Passiflora sanguinolenta | The Italian Collection of Maurizio Vecchia

Passiflora sanguinolenta, information, classification, temperatures. etymology of Passiflora sanguinolenta. Discover the Italian Passiflora Collection by Maurizio Vecchia.

Passiflora sanguinolenta | The Italian Collection of Maurizio Vecchia

Systematics (J. Macdougal et al., 2004)

SUBGENUS: decaloba
SECTION: xerogona






 P. mastersiana Harms


Blood red colour of the flowers (Latin, sanguinolentus). 


Chromosomes: n=6, 2n=12.



Like almost all the passionflowers belonging to the subgenus Decaloba, P. sanguinolenta also has bilobate leaves. In this case, they are even lunate since the two lobes do not protrude excessively from the median part of the leaf blade. The sinus between the two cusps and the base of the leaf is semicircular so recalling the shape of the crescent moon.

This climber has short internodes and is rich in lateral branches. The leaves, like the flowers and tendrils, are produced at the nodes of the stems: the closer they are, the denser the foliage. The numerous small secondary branches cling to the supports by means of tendrils and, at the same time, also wrap around each other creating an impenetrable tangle. This green surface is then enlivened by myriad pink flowers.

They are among the most beautiful of a subgenus that usually has few meaningful flowers. The shape is elegant, thanks to the slender, open sepals and petals. The sepals are longer than the petals and both alternate to create the effect of two dark pink stars, one larger and one smaller, concentric to each other. The colour is intense in the centre of the flower and gradually fades to light pink towards the ends.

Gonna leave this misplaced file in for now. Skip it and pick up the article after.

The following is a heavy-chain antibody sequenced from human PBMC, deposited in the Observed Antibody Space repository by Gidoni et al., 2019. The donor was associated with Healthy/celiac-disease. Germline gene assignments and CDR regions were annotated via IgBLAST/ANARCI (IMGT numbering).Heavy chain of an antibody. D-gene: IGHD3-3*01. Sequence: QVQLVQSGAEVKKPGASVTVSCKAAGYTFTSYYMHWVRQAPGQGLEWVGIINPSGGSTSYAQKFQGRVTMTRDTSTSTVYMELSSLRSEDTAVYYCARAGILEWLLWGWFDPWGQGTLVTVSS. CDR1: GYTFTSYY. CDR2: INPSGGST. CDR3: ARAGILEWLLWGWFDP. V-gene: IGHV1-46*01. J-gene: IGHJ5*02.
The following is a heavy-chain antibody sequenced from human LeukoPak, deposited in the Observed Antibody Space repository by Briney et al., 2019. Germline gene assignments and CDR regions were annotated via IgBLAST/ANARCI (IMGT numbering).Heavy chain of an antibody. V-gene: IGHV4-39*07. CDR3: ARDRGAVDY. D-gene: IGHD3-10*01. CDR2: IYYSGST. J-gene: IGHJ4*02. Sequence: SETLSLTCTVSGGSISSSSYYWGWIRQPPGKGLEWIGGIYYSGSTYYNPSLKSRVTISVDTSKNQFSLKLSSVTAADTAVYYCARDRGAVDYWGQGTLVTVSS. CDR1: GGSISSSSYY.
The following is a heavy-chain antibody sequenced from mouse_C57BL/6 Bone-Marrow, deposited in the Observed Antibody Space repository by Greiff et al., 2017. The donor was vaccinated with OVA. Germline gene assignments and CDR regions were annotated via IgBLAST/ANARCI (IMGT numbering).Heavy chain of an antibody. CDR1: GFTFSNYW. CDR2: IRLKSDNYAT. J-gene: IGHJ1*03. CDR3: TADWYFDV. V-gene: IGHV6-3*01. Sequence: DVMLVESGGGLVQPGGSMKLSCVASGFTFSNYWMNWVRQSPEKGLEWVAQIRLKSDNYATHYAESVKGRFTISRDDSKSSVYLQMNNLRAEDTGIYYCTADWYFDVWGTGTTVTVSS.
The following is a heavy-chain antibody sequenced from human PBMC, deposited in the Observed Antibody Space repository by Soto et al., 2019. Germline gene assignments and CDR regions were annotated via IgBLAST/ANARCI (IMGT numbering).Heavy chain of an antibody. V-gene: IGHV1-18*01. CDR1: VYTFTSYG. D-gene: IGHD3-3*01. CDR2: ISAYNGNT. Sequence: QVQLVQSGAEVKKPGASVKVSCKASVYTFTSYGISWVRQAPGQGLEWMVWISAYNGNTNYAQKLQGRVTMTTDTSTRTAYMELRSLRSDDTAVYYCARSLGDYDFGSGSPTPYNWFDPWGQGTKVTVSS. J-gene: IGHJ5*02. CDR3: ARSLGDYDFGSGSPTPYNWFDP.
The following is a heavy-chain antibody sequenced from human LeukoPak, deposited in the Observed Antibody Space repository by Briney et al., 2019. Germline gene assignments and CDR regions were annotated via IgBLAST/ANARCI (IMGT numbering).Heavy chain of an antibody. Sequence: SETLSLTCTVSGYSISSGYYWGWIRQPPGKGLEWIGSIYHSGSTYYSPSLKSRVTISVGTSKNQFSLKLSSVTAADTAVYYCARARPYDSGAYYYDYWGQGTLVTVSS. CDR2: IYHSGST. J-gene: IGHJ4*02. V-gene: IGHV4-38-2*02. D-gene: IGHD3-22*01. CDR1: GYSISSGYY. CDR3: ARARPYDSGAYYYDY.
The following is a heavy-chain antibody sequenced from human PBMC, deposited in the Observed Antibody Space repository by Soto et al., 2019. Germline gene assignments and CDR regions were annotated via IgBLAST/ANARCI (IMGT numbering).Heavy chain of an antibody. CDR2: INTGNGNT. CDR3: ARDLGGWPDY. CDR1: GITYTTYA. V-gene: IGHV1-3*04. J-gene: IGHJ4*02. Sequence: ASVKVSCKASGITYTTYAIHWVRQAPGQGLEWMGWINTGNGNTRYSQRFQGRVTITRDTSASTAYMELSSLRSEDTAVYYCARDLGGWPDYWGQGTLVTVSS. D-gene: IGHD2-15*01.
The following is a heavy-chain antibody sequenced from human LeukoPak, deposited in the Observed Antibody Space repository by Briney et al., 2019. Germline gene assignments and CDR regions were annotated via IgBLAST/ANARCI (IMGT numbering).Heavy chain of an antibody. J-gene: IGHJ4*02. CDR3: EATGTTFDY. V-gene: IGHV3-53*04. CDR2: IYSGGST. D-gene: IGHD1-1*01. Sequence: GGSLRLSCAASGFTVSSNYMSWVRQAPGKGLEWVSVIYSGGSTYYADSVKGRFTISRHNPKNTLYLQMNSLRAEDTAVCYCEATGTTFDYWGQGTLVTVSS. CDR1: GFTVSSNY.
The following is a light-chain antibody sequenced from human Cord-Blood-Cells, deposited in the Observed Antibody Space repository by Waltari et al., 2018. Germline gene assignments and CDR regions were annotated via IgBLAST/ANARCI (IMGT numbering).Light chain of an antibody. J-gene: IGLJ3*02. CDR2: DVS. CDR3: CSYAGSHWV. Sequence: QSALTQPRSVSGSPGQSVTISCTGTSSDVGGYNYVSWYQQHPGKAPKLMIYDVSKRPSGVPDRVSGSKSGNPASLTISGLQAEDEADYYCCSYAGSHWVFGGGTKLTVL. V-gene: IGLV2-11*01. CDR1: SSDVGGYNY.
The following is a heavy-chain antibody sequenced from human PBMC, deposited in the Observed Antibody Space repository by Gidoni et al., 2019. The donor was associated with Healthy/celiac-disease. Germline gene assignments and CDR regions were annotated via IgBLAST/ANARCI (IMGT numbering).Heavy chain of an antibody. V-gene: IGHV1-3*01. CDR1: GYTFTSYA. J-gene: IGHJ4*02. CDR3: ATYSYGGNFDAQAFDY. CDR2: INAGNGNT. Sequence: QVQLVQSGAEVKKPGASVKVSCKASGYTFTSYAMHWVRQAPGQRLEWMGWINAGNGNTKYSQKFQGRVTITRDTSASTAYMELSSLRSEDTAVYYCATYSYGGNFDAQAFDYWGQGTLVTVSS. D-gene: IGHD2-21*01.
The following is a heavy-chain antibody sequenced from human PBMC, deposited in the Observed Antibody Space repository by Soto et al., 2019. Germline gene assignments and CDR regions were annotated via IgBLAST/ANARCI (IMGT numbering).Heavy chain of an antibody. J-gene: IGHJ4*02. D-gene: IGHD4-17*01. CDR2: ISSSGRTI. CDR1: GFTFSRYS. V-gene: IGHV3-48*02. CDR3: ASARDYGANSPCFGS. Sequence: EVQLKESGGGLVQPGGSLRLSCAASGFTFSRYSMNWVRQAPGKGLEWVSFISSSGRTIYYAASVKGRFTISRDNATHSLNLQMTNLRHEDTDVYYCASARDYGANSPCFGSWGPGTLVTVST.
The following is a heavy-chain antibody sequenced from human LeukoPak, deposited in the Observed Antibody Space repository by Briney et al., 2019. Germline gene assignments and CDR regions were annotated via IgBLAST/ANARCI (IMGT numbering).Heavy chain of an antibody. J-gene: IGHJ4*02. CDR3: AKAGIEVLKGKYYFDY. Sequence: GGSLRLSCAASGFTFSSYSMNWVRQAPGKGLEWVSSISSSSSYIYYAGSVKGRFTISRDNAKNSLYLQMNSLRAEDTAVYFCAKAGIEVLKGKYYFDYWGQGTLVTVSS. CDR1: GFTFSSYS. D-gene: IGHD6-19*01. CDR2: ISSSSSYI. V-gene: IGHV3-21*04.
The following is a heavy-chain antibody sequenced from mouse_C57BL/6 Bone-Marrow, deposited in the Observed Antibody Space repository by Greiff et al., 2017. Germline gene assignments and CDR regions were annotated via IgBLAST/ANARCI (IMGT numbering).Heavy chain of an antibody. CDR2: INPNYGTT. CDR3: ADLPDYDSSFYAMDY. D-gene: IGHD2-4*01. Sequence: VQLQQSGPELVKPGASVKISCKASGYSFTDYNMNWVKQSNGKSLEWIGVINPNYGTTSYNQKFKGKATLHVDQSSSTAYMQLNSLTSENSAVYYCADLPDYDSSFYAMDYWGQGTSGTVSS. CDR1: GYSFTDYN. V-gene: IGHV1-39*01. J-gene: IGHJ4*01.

The corona, leaning against the androgynophore and having the same small diameter as the calyx, is formed by two series of short filaments, coloured dark red except for the apex which is white.

The stem of the flower is usually long and slender, almost as if it wants to extend the corollas away from the curtain of leaves that would tend to hide them.

P. sanguinolenta is to be counted among the easiest of passionflowers to grow. It can be kept in pots of 15-20 cm or even larger. In this way, a plant is obtained that is striking both for the singularity of its foliage and for the beauty of its always abundant flowers.

Its fruits are elongated and slightly ribbed, similar to those of related plants such as P. capsularis, P. citrina and P. rubra.

It has limited resistance to cold, and suffers at temperatures below 6-7°C. It must therefore be brought indoors during the winter season; however, thanks to its small size, it lends itself well to becoming a houseplant, where it grows and blooms without difficulty, as long as it is placed in good light. It should be cultivated in rich, well-drained soil, helping it with liquid fertilisers administered once a week.

It reproduces both from cuttings and from seed.